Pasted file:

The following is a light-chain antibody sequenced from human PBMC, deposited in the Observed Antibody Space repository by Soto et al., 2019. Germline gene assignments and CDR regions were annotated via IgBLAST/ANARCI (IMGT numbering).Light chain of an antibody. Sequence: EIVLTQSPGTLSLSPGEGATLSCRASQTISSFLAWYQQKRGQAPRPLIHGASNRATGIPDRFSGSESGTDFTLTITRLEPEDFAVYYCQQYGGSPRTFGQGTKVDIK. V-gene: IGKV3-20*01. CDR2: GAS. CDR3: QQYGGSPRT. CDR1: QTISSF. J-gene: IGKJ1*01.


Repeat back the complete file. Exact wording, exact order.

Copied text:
The following is a light-chain antibody sequenced from human PBMC, deposited in the Observed Antibody Space repository by Soto et al., 2019. Germline gene assignments and CDR regions were annotated via IgBLAST/ANARCI (IMGT numbering).Light chain of an antibody. Sequence: EIVLTQSPGTLSLSPGEGATLSCRASQTISSFLAWYQQKRGQAPRPLIHGASNRATGIPDRFSGSESGTDFTLTITRLEPEDFAVYYCQQYGGSPRTFGQGTKVDIK. V-gene: IGKV3-20*01. CDR2: GAS. CDR3: QQYGGSPRT. CDR1: QTISSF. J-gene: IGKJ1*01.